Stay off the grass! No climbing! Don’t pick the flowers! We’ve all seen them, signs that scream “no, no, no” and “don’t, don’t, don’t.” These days, they’re the norm rather than the exception. So imagine my surprise when, in Copenhagen, I witnessed families reveling in behavior that would elsewhere be frowned upon.
In King’s Garden, parents stood beneath trees, coaching their children on how to climb higher into the gnarled branches. Nearby, no one batted an eye when kids frolicked in the central fountain. On the other side of the park, boys and girls tackled obstacle courses or rode on the back of giant wooden lizards in the playground sandbox. There’s even an outdoor theater in the park that offers free puppet shows for kids all summer long.
Any visit to Copenhagen’s gorgeous King’s Garden eventually leads to Rosenborg Castle. Built by Christian IV, the 400-year-old Renaissance palace was the King’s his favorite abode and he was often in residence there. A visit to Rosenborg Castle is like walking back in time. Displays include not only possessions of Christian IV and his heirs, but is home to the Danish Royal Jewels and ancient tapestries on the walls that commemorate battles between Denmark and Sweden. The coronation thrones, with three life-size silver lions standing guard, are on display the Knights’ Hall. And the tower chambers hold collections of Flora Danica and one of the world’s finest Venetian glass collections. Read More
During an idyllic afternoon at the Botanical Garden in Copenhagen, Denmark, I found this bee harvesting pollen from the flowers. The garden is located in the center of the city, on 24 acres of rolling landscape. Part of the Natural History Museum of Denmark, the goal of the Botanical Garden in Copenhagen is to add to the knowledge and understanding of the diversity of the vegetable and fungi kingdom. The centerpiece of the park is the 1874 Palm House, a Victorian era glass greenhouse that perches atop a small hill. I entered the Palm House from a side entrance and made my way through scores of segmented rooms, stopping in the central rotunda to climb the old cast-iron spiral staircase for a view from above. Read More
The Nyhavn Waterfront in Copenhagen, Denmark was once a busy commercial port. It was ordered dug by King Christian V in the 17th century to facilitate the shipping of goods and off-loading of fishermen’s catch. Over the next century, wooden townhomes were built along the canal and the are became synonymous with beer, sailors and prostitution. Nyhavn’s importance as a port gradually diminished due to the increasing size of ocean-going vessels. By the end of World War II Nyhavn Waterfront was all but deserted. Read More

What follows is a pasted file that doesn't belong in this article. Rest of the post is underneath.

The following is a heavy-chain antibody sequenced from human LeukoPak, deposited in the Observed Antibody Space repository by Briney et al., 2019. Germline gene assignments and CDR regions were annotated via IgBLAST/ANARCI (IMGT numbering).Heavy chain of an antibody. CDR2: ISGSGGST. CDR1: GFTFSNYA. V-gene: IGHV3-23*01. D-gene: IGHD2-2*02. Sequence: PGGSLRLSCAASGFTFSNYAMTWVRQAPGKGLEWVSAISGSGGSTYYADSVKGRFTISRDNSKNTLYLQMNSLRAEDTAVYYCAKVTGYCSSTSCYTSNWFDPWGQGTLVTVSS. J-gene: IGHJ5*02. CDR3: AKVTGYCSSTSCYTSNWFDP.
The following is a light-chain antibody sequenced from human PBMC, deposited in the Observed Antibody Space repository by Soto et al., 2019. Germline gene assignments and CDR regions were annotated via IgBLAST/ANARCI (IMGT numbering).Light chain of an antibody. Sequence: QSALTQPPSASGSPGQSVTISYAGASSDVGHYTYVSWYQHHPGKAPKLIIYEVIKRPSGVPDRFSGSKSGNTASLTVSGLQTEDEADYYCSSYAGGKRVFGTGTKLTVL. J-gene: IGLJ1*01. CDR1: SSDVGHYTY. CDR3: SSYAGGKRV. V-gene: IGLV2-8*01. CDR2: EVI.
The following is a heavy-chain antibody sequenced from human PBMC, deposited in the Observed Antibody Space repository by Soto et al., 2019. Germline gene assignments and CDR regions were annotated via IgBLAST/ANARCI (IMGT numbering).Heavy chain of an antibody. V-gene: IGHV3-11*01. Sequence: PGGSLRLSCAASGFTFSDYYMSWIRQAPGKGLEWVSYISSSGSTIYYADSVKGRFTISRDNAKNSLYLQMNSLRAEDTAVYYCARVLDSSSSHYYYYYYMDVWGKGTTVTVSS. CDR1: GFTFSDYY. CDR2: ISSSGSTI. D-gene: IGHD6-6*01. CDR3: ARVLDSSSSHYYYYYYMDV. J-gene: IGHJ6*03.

There is a saying in the real estate trade: “The three most important factors in real estate are location, location, and location!” During a recent visit to Luxembourg City, I realized that this motto is as important for cities and states as it is for houses. Luxembourg City is the capital of the Grand Duchy of Luxembourg, as it is officially known. It is one of the smallest countries in the world, yet despite its diminutive size, Luxembourg is one of the most important countries in Europe. Along with Brussels, Belgium and Strasbourg, France, Luxembourg City is one of three official capitals of the European Union. It is also the seat of several institutions of the EU, including the European Court of Justice, the European Court of Auditors, the Secretariat of the European Parliament, the European Investment Bank, and the European Investment Fund. Read More
Talk about a tease! Florence Bucciacchio, my host from the Dijon Tourism Office began my familiarization of Dijon with a visit to the Les Halles Market, but she wouldn’t let me buy anything. “I’ve booked lunch for us at one of two Michelin Star restaurants in our city, and I don’t want you to ruin your appetite!” It was almost painful to walk through aisles heaped with specialty cheeses, fresh baked breads, homemade pastries, and artisan chocolates without being able to sample the wares. Finally, seeing that I was salivating like one of Pavlov’s dogs, she relented.
At the Le Gourmet Dijon kiosk, she introduced me to owner Gaëlle Herbert. “This is one of my favorite shops in the market. Gaëlle and her husband Laurent have been caterers and pastry chefs in Burgundy for more than 30 years. She makes everything you see here from scratch, using only local products.” Gaëlle carved a off a sliver of quiche layered with broccoli, cheese, and carrots for me to try. “Delicious,” I raved. She would have gladly kept feeding me if Florence hadn’t dragged me off to Loiseau des Ducs for my first immersion into Dijon cuisine. Read More